IE 11 is not supported. For an optimal experience visit our site on another browser.

Obama ups pressure on Putin

NATO on Friday agreed to establish a “rapid response” force that could be ready to defend Ukraine, President Obama announced at a news conference in Wales.

NATO on Friday agreed to establish a “rapid response” force that could be ready to defend Ukraine, President Obama announced at a news conference in Wales.

“Russia’s aggression against Ukraine threatens our vision of a Europe that is whole, free and at peace,” Obama said at the conclusion of a NATO summit.

The president also said there was unanimity among NATO members that the Islamic State of Iraq and Syria (ISIS) poses an international threat. He called the group a "savage organization causing chaos in the region."

In remarks aimed principally at Russia, Obama said actions have consequences and that "deeper and broader" sanctions could be imposed if Russia did not back down in its conflict with Ukraine.

Obama said he was "hopeful but skeptical" about a cease-fire that was announced early Friday between Ukraine and Russian-backed separatists. The cease-fire "has to be tested," the president said.

Obama described Russia as increasingly isolated as a result of sanctions and its behavior. Still, NATO prepared to increase pressure on Russian President Vladimir Putin, announcing the rapid response force and increasing its presence in eastern Europe. Obama said patrols in the Black Sea would continue.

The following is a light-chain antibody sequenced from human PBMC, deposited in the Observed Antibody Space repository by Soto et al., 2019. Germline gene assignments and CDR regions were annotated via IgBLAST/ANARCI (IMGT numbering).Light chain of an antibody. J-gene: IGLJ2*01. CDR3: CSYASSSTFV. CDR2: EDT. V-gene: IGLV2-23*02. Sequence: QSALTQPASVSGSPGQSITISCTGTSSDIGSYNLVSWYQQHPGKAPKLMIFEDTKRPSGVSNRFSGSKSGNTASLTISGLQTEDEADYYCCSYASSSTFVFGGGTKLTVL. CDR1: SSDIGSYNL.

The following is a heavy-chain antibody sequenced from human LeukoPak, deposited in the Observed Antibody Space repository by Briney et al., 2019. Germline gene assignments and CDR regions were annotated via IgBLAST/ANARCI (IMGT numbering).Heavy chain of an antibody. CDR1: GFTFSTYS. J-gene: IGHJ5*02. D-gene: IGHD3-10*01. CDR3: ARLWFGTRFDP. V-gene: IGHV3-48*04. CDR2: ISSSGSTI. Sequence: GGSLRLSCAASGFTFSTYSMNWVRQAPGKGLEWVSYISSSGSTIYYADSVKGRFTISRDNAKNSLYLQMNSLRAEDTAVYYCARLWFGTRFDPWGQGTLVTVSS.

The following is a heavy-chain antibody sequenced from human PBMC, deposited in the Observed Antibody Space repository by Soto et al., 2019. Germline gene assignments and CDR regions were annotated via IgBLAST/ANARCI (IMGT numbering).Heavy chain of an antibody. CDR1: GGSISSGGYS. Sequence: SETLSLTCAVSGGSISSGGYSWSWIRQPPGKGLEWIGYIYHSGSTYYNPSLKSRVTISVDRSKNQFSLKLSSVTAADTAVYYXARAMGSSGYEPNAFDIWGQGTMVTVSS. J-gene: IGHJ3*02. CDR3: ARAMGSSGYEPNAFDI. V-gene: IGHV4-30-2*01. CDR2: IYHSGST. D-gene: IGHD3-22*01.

Obama said NATO had reaffirmed that it would respond to an attack against any member.

"An armed attack against one shall be considered an attack against all," said Obama. "This is a binding treaty obligation. It is not negotiable."

He added: "We have left absolutely no doubt: We will defend every ally."

That remark appeared to be a warning to Putin to avoid an attack on any of the Baltic states, which have significant Russian-speaking populations.  

On ISIS, Obama said Secretary of State John Kerry will travel to the region to continue assembling an international coalition aimed at defeating the terrorist group. He said it was "critical" that the coalition contain not just Arab states, but Sunni-majority states. 

Obama said the goal was not to contain ISIS, but to destroy it—though he described that as a longer-term goal. "We are going to degrade and ultimately defeat ISIL," he said, using an alternative acronym for the group. "The bottom line is, we will do what is necessary to make sure that ISIL does not threaten our friends and partners."

Obama spoke after a meeting of several NATO allies that have formed a "core coalition" to combat ISIS. The core coalition will aim to carry out airstrikes against ISIS, as well as to aid moderate Syrian rebels and the Kurdish peshmerga forces. It currently comprises the U.S. Britain, France, Australia, Canada, Germany, Turkey, Italy, Poland and Denmark, but it could expand.

Over the summer, ISIS fighters have overwhelmed the Iraqi Army to take control of swaths of the country, raising the threat of an Islamic extremist state in the heart of a strategically vital region. The recent beheadings by ISIS of two American journalists have added to the pressure on the U.S. to respond. But with polls showing little appetite among Americans for a new ground war in the Middle East, Obama is reluctant to commit troops. 

"I think that’s a red line for everybody here: no boots on the ground,” Kerry said during an appearance at the summit earlier Friday.

Obama has been criticized lately, mostly by conservatives and Republicans but also by some Democrats, for what some call his uncertain response to the crisis. He added fuel to the fire last week when he acknowledged at a White House press conference: "We don't have a strategy yet."